Lights for Liberty
[ by Rev. Ashley Bair ]
Jesus spent most of his time on earth traveling by foot. His ministry included encounters with people he met along the road. Jesus healed the sick, taught the disciples, ate with outcasts, played with children, and offered peace to those whom he met on the journey. After a while, people started walking with Jesus and walking to find Jesus - a minister who traveled by foot.
When he was near the sea of Galilee, a large group of people had walked and gathered to be near him. When his disciples saw the size of the crowd, they went to Jesus and said, “This is a desolate place, and the day is now over; send the crowds away to go into villages and buy food for themselves” (Matthew 14:15). Jesus told the disciples, “Some of them have come from far away” (Mark 8:3). And he instructed the disciples not to send the crowd away, but to take what they had and feed them. At the end of the meal, everyone was satisfied.
I think often about how Jesus was a walking healer. He didn’t choose to stay inside or to travel to places of importance. He traveled along the dirt path; the path that so many are being forced to take. And he stayed there with those he met and offered them what he could.
Today, there are crowds that have walked and journeyed to gather for peace and hope and freedom. Yet, when they arrive to their destination, it seems more likely for them to be turned away or detained.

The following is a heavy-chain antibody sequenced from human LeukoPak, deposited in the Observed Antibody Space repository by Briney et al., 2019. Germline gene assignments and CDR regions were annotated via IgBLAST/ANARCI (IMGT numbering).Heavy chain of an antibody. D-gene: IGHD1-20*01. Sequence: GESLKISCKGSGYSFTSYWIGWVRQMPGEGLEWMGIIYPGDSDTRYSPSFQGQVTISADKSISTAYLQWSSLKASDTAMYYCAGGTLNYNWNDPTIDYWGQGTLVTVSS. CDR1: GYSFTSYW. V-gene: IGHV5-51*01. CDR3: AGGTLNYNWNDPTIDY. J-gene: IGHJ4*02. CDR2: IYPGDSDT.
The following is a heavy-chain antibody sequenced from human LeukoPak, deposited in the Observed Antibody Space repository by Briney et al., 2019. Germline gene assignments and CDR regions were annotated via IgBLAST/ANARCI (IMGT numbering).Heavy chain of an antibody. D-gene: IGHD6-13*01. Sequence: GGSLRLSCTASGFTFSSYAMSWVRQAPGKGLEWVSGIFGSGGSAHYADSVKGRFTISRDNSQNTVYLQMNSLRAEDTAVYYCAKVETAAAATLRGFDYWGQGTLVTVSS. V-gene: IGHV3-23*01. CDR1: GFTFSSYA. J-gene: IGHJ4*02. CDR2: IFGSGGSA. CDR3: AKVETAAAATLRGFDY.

One of the places where this is happening is right on our own United States border with Mexico.
Once families and individuals cross the border, they are placed in detention. The conditions are so abhorrent that lawmakers and journalists who have been able to visit are calling the centers “concentration camps.” Children wear clothes caked with dirt and are caring for infants. Women in cells find their only access to water in a toilet. The overcrowding forces people to sleep on concrete.1 Access to basic nutrition and hygiene is denied.
It is difficult to know what to do to help in a time such as this, especially when it still feels far away from us. We live in Minnesota, the camps are in Texas and Arizona. On July 12, people gathered across the U.S. and world in vigil at detention camps to protest the inhumane conditions that asylum seekers face. And to show that even though we only hear about the conditions on the border, asylum seekers are being held in detention in every state in the U.S.
Folks from Central held vigil at 12 locations in Minnesota including with neighbors at Fort Snelling, where Immigration Court cases are heard, Ramsey County Adult Detention Center and with our neighbors in Elk River, where the Sherburne County Jail serves as the largest Immigration and Custom Enforcement (ICE) detention center in the state. This detention center has 120 beds and holds over 300 people, with at least 25% held without a criminal charge. There is a current proposal to expand this site to 500 beds with a 10 year contract.
Let our participation in Lights for Liberty and our frustration at the system serve as a catalyst. May we continue to listen and learn how best to use what we have to help others in the most meaningful and impactful way. Our neighbors are terrified for their lives. Some of them have come from far away. What would our God, who also traveled by foot, do?
Members from Central participated in the nationwide Lights for Liberty: A Vigil to End Human Concentration Camps with neighbors and community leaders at the Ramsey County Adult Detention Center, Fort Snelling and Sherburne County Jail.